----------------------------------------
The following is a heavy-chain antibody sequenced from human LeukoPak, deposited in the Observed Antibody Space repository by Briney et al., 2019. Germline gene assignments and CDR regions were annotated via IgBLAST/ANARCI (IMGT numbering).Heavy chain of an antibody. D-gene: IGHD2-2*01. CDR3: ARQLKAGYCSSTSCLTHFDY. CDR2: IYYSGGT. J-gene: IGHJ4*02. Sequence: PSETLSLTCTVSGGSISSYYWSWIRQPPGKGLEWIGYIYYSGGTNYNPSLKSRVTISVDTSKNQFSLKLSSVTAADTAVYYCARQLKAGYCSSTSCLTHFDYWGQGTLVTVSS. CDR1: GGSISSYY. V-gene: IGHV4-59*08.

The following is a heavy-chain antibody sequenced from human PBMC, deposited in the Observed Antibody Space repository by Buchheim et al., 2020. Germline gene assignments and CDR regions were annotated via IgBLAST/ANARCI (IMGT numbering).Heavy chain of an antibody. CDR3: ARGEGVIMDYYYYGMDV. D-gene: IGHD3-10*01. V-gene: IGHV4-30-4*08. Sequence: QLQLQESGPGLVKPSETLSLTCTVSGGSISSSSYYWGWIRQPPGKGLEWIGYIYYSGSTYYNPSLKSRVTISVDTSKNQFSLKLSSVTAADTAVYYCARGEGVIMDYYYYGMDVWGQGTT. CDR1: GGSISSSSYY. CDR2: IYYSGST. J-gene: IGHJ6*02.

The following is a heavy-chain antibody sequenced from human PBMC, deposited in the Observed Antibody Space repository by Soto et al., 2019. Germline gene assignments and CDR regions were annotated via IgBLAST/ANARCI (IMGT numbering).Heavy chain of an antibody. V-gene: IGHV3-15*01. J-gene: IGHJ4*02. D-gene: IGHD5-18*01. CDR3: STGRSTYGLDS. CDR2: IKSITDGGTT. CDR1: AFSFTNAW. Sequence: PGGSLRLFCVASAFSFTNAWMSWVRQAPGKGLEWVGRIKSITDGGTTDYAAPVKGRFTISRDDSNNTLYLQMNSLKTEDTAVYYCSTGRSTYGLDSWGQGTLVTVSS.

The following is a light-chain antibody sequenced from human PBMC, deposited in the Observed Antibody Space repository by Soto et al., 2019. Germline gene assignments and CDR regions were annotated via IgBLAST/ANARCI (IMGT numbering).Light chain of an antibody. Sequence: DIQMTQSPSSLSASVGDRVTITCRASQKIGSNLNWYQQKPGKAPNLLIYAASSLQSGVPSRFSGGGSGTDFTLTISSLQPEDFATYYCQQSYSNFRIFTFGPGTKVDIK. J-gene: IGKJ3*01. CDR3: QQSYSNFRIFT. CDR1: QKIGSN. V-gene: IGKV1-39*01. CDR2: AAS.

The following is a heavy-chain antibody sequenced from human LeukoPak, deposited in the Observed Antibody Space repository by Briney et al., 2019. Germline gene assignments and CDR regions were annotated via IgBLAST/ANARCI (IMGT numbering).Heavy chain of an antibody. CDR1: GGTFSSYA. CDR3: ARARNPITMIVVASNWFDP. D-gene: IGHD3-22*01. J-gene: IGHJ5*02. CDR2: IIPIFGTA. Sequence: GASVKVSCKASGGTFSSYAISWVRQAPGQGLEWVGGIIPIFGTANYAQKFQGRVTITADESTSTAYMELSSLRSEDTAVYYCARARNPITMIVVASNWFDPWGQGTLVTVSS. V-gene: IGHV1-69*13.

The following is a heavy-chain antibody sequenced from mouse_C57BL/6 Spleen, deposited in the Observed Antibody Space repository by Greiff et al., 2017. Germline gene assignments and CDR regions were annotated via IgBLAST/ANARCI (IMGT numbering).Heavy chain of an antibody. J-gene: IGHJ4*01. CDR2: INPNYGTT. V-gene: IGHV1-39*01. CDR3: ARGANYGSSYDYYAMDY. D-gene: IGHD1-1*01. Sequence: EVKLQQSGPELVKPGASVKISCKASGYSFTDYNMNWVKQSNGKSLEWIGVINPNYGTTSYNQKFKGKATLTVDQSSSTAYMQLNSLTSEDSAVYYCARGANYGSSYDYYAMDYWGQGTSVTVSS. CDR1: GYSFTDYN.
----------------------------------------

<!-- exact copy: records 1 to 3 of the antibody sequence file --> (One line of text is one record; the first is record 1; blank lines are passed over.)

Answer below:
The following is a heavy-chain antibody sequenced from human LeukoPak, deposited in the Observed Antibody Space repository by Briney et al., 2019. Germline gene assignments and CDR regions were annotated via IgBLAST/ANARCI (IMGT numbering).Heavy chain of an antibody. D-gene: IGHD2-2*01. CDR3: ARQLKAGYCSSTSCLTHFDY. CDR2: IYYSGGT. J-gene: IGHJ4*02. Sequence: PSETLSLTCTVSGGSISSYYWSWIRQPPGKGLEWIGYIYYSGGTNYNPSLKSRVTISVDTSKNQFSLKLSSVTAADTAVYYCARQLKAGYCSSTSCLTHFDYWGQGTLVTVSS. CDR1: GGSISSYY. V-gene: IGHV4-59*08.

The following is a heavy-chain antibody sequenced from human PBMC, deposited in the Observed Antibody Space repository by Buchheim et al., 2020. Germline gene assignments and CDR regions were annotated via IgBLAST/ANARCI (IMGT numbering).Heavy chain of an antibody. CDR3: ARGEGVIMDYYYYGMDV. D-gene: IGHD3-10*01. V-gene: IGHV4-30-4*08. Sequence: QLQLQESGPGLVKPSETLSLTCTVSGGSISSSSYYWGWIRQPPGKGLEWIGYIYYSGSTYYNPSLKSRVTISVDTSKNQFSLKLSSVTAADTAVYYCARGEGVIMDYYYYGMDVWGQGTT. CDR1: GGSISSSSYY. CDR2: IYYSGST. J-gene: IGHJ6*02.

The following is a heavy-chain antibody sequenced from human PBMC, deposited in the Observed Antibody Space repository by Soto et al., 2019. Germline gene assignments and CDR regions were annotated via IgBLAST/ANARCI (IMGT numbering).Heavy chain of an antibody. V-gene: IGHV3-15*01. J-gene: IGHJ4*02. D-gene: IGHD5-18*01. CDR3: STGRSTYGLDS. CDR2: IKSITDGGTT. CDR1: AFSFTNAW. Sequence: PGGSLRLFCVASAFSFTNAWMSWVRQAPGKGLEWVGRIKSITDGGTTDYAAPVKGRFTISRDDSNNTLYLQMNSLKTEDTAVYYCSTGRSTYGLDSWGQGTLVTVSS.